How to Launch It
- Open the traditional Control Panel through the Start Screen or using the Run
Windows command “control”.
- Select “Category” view for Control Panel.
- Select “Clock, Language and Region” category. This opens a new page containing the subcategories.
- Select “Language”. This will launch the applet.
The first screen looks similar to the image shown below.
This screen shows the list of languages that are activated for usage. Windows follows the order of the list in using the languages.
For example, if the first language in the list is not installed, it will automatically use the second language present in the list. You can tweak the order of the list to match your preferences. If you are more comfortable with your native language, you can move that language to the top of the list so that Windows uses that language everywhere by default.
You can further populate the list by adding your desired languages. Click on “Add a language” button, which will open the following page.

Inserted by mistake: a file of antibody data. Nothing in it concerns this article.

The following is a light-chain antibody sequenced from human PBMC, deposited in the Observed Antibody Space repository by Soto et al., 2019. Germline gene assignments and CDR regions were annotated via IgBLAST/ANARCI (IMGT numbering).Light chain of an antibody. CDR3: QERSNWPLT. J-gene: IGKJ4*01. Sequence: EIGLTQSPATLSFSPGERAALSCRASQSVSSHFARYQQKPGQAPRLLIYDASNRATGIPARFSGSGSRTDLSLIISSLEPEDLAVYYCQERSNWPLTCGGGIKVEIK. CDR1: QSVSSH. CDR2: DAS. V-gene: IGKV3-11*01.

[caption id="attachment_21193" align="alignnone" width="640"]
Figure 2 Add a language[/caption]
This page lists all the languages identifiable by Windows. Select the language that you want and they will appear on the list of the main page, where you can organize them as per your preference.
Windows can switch to a language depending on the context of the user interaction.
- A different language can be used for all the GUI elements displayed by Windows.
- The user input, whether it be a keyboard input, a handwriting input, or any other input method, can be set to use a different language other than the one specified at the top of the default language list.
- Also, each app windows may use a different language, depending on the requirement of the app. Windows also provides a language bar that sits on the taskbar so that languages can be switched quickly in case of such apps.
You can specify separate languages for all the above special contexts in the advanced settings of the Language applet.
The languages specified here override the default language list for their corresponding context.
Besides that, you can also switch on/off the collection of data that Windows does in order to provide you better results in case of handwriting input.
You can also specify whether or not the websites can access your language list. If you block the access, then the websites will try to guess the language depending on the language of the date, time, and number formatting of your system.
It is rather advisable to not block the access as you might start seeing “alien” languages on websites due to inaccurate guess.]]>